WASHINGTON - The United States said Monday that Iran's uranium enrichment work at a new site is a "further escalation" in the nuclear showdown with the international community.
Iran announced over the weekend that the Fordo plant near the city of Qom will be inaugurated soon and will have the capacity to produce uranium enriched to 20 percent as well as 3.5 percent and 4.0 percent.
"If they (Iranians) are enriching at Fordo to 20 percent, this... is a further escalation of their ongoing violations with regard to their nuclear obligations," State Department spokeswoman Victoria Nuland said.
"We call on Iran once again to suspend enrichment activities, cooperate fully with the IAEA and immediately comply with all Security Council and IAEA board of governors resolutions," Nuland told reporters.
In Vienna, the UN International Atomic Energy Agency said it "can confirm that Iran has started the production of uranium enriched up to 20 percent... in the Fordo Fuel Enrichment Plant."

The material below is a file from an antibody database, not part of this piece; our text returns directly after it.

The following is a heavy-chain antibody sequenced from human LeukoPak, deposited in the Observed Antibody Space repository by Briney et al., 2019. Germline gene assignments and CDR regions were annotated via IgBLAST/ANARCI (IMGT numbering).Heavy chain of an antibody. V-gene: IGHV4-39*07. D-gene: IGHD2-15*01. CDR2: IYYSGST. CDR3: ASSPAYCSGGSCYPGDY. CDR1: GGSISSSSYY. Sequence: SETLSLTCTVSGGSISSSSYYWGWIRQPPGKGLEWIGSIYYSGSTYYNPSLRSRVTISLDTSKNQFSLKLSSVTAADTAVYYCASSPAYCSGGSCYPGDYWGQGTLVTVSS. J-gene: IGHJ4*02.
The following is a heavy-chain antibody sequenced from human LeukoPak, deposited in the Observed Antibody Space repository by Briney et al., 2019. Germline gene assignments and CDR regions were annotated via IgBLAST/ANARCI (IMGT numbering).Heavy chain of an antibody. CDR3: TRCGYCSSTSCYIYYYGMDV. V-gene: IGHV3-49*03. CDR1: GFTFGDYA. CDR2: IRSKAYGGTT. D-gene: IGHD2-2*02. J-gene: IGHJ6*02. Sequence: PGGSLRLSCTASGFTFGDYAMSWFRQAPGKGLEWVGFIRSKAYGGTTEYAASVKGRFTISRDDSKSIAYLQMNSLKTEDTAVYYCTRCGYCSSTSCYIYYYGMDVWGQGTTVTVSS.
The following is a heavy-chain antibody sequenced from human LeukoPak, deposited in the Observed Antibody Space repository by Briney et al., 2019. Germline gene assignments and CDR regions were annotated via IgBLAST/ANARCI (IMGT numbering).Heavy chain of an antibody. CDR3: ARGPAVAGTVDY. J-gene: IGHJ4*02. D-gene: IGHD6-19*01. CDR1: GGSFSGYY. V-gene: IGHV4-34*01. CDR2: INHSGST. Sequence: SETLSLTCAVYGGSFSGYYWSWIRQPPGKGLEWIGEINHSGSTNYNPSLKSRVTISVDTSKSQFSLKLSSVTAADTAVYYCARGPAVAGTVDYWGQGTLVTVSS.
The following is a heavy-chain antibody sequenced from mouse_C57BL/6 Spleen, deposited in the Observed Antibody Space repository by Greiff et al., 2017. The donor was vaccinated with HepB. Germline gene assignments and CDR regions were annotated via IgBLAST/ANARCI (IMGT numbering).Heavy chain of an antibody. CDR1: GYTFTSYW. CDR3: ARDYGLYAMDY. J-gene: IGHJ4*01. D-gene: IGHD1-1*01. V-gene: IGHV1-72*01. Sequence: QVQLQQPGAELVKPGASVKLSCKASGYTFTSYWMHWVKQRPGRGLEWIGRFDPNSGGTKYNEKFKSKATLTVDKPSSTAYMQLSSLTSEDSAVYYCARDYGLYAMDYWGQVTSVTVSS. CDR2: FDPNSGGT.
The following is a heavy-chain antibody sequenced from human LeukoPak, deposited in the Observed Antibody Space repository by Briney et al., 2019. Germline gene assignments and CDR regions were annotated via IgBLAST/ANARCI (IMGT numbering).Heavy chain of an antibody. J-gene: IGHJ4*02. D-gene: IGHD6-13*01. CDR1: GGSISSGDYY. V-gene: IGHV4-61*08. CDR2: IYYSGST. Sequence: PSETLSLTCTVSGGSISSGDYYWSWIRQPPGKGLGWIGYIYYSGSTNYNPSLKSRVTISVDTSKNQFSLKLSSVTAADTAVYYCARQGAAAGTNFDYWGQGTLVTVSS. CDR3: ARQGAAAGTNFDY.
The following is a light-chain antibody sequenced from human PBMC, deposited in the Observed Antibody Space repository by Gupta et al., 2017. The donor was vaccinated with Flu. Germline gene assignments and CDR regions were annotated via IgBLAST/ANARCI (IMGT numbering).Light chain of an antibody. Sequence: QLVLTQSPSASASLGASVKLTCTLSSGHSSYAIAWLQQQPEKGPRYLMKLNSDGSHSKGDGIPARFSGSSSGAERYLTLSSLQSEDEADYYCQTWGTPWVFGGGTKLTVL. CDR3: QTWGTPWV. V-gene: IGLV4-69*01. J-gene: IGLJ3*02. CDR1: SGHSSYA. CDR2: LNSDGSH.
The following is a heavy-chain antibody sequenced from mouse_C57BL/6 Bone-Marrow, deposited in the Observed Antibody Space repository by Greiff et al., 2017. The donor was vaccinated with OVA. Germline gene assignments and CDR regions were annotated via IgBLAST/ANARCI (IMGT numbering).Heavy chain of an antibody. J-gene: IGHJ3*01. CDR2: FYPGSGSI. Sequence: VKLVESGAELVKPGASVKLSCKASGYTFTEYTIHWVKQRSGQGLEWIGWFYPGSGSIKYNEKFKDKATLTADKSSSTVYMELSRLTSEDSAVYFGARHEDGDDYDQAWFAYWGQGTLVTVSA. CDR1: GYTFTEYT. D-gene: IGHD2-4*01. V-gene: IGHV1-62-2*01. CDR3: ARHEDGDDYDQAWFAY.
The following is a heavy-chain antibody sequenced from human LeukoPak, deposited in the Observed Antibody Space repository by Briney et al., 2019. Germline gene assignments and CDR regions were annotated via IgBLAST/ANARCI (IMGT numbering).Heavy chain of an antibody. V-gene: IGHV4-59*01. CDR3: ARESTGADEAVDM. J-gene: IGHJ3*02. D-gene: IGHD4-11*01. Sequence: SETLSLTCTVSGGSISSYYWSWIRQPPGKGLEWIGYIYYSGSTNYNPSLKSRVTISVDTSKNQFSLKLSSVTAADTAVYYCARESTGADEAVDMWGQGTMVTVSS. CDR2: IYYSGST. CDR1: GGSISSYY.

In a statement, IAEA spokeswoman Gill Tudor said that "all nuclear material in the facility remains under the agency's containment and surveillance."
Nuland added: "This development, given their track record and what the IAEA inspectors have been able to report, it's not a surprise to us what we're hearing."
The Islamic republic admitted the existence of the facility in 2009 and earlier reports from the IAEA had said that Iranian scientists were preparing the facility to begin operations.
Iran, which insists its nuclear program is for exclusively peaceful purposes, has repeatedly said it will not abandon uranium enrichment despite four rounds of UN Security Council sanctions demanding Tehran desist.
While nuclear energy plants need fuel enriched to 3.5 percent, Iran says the 20-percent enriched uranium is needed for its Tehran research reactor to make isotopes to treat cancers.
Western powers reject this, believing Iran has been researching ways to develop and deliver nuclear weapons, and have piled on sanction after sanction to try to halt the work.
Nuland said that when uranium enrichment is raised to 20 percent, "it generally tends to indicate that you're enriching to a level that takes you to a different kind of a nuclear program."